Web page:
How are you doing? 🙂 This week I’m hoping to write something more personal. Spilling out thoughts and stories of myself entering adulthood as a twenty something – how risky but exciting at the same time! Twenty years of age is truly a special period of time where you go through probably some of the most important transitions, or even transformations in life. You were told that opportunities are everywhere for you to grab – reach for what you want, seek something new, ‘go live your dream’.
Some see dreams and ‘life goals’ as the same thing – whilst not necessarily equating to a career, everyone wants to do something they like, and to do it well enough that they can make a living – perhaps that’s also what most people think they should have figured out when they reach adulthood. But of course, also like the most of us, reaching 20 years of age does not automatically guarantee a moment of epiphany. Expectations from people around & from yourself start building up, yet you feel like you’re somehow stuck in a moment of ‘I have no idea what I’m going to do’. In midst of losing grip and having absolutely no direction, you might start to ask yourself: what is there that the world might be asking or needing from me? What am I able to offer?
I realised the world doesn’t stress about what I’m good at right now – and neither should I
I remember a year ago I spent almost my whole entire summer asking myself the questions above. And honestly, it didn’t help me at all. It was until I started meeting more people, observing what they do and spending more time around those who seem to know what they’re doing and look as if they’ve got it all sorted out.
And it was when I realised I’ve been asking myself the wrong question all along the way. I realised that what you are able to offer doesn’t depend on what skills you have – but how much time you’re willing to put in. It’s definitely an easy route to begin where you’re already good at, however it doesn’t take in account of whether you’re born with a particular strength that you’re not necessarily interested in developing further on.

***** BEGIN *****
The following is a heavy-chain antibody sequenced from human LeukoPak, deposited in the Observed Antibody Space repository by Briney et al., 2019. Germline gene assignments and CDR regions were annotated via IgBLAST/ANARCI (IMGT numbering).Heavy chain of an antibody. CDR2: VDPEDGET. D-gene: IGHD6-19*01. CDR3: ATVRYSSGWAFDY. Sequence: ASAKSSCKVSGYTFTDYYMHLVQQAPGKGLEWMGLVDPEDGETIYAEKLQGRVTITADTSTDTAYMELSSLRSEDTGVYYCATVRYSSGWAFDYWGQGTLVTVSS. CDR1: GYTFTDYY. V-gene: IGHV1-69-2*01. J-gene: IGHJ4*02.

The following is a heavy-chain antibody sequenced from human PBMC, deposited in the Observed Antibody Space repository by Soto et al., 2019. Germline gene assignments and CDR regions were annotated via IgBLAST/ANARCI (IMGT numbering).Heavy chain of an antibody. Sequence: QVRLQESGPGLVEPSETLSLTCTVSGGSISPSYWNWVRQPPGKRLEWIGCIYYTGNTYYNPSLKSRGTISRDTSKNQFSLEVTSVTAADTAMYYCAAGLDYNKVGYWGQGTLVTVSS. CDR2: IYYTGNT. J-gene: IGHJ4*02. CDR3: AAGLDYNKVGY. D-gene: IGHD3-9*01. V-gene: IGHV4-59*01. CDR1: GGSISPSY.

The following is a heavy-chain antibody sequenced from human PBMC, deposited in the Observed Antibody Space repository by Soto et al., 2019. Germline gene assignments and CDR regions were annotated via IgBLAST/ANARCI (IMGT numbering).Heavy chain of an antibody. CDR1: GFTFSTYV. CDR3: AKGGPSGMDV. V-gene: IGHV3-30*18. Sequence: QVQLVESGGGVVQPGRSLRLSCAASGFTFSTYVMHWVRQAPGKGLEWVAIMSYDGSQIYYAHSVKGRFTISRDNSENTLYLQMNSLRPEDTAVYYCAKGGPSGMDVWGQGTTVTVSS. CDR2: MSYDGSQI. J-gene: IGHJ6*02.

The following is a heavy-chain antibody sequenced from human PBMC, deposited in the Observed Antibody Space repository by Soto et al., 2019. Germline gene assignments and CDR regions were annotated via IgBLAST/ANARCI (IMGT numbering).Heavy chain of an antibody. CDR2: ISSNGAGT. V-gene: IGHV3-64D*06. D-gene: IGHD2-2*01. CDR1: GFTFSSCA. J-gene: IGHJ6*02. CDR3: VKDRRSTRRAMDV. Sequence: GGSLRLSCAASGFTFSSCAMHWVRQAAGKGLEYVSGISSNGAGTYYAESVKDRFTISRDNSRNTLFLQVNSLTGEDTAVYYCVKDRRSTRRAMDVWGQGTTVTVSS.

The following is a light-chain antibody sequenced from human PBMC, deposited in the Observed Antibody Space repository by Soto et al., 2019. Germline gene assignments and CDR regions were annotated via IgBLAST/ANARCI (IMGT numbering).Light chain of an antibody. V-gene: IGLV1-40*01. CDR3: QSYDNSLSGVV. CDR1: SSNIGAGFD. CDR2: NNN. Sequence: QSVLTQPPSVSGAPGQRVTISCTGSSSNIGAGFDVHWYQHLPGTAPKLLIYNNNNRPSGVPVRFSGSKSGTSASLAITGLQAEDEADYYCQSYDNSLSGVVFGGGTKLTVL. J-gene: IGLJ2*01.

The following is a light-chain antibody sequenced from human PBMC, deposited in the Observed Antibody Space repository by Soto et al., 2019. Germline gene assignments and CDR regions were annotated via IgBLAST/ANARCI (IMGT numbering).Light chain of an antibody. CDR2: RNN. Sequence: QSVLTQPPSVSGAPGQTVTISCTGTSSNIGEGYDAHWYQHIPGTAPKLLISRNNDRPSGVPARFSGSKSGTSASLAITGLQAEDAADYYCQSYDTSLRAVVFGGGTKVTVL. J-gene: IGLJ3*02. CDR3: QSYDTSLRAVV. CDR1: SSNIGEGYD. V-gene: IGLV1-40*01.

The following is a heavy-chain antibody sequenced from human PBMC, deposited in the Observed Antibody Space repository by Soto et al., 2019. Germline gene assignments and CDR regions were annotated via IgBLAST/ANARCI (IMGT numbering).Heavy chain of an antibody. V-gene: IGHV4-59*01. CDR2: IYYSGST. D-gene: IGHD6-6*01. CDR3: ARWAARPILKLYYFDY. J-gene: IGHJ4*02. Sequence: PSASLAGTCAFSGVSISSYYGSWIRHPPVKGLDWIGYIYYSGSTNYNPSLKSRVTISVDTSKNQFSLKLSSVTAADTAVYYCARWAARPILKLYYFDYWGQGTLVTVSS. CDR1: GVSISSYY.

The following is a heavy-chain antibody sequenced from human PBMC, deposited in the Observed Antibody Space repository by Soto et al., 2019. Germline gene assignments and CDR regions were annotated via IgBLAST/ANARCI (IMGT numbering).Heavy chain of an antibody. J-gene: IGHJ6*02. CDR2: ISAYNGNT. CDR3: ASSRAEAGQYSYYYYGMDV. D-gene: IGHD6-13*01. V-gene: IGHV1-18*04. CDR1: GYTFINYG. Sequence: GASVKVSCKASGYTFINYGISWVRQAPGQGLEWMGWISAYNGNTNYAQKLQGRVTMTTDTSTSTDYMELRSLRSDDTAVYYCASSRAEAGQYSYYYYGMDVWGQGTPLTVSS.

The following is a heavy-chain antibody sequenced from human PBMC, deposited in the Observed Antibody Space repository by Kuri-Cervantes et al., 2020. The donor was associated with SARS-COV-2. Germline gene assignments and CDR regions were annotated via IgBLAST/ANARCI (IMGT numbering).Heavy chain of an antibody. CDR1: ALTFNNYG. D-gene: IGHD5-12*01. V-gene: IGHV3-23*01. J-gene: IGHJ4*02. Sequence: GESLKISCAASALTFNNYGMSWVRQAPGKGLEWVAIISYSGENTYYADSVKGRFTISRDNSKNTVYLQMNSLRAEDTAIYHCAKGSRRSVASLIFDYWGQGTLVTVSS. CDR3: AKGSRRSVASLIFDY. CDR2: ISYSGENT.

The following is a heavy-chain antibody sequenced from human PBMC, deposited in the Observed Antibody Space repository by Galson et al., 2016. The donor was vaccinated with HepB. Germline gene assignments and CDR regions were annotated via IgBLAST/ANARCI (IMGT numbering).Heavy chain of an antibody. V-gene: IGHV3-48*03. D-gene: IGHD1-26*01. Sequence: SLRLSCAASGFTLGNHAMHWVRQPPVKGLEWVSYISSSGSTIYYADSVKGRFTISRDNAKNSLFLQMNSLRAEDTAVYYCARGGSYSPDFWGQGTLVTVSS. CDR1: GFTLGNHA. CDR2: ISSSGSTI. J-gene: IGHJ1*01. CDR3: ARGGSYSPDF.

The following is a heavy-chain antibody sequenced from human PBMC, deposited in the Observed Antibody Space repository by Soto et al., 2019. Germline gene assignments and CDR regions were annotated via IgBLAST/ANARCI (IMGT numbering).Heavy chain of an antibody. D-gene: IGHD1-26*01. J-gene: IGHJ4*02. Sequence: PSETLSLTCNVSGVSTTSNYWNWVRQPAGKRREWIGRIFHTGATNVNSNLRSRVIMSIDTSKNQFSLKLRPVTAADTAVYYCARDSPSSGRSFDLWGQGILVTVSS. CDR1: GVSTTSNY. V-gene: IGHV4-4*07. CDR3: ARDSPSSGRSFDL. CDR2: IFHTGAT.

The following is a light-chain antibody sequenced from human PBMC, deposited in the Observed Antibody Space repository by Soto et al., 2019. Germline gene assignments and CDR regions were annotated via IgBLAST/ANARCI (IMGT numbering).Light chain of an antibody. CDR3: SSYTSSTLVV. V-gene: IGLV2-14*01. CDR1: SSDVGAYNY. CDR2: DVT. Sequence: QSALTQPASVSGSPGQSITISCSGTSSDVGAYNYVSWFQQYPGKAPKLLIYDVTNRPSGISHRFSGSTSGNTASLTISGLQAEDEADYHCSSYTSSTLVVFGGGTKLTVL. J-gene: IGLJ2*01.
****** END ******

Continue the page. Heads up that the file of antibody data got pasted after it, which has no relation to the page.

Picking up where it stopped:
If you feel like you can’t find a life goal, ask yourself these questions instead
Your life goal may also be your hobby but that’s not enough. Your life goal might be the thing you’re the best at doing but that’s also not sufficient. Growth and passion go hand in hand – I firmly believe that where you place yourself in will eventually be where growth happens and skills develop. Personally for me it’s writing. It doesn’t come easy either – sometimes it aches my brain, sometimes I literally feel like I am d.r.a.i.n.e.d. after an entire afternoon of typing and writing.
So ask yourself the following questions:
What are the things that you keep going back to do, even when it tires you and takes up so much of your energy?
What drains you mentally but brings you joy at the same time?
What screams the word, ME?
Yet it doesn’t matter whether writing is currently my strongest skill, and it doesn’t matter if I see no immediate ‘outcomes’. I always come back to it when I feel the most like myself – and that’s for me the most important factor in searching for a purposeful goal in life.
What do you think? I hope these questions will help you get a bit of grip along this miserably long and bumpy journey. To all the 20 something’s: we’re all on it, and we’ll find our way!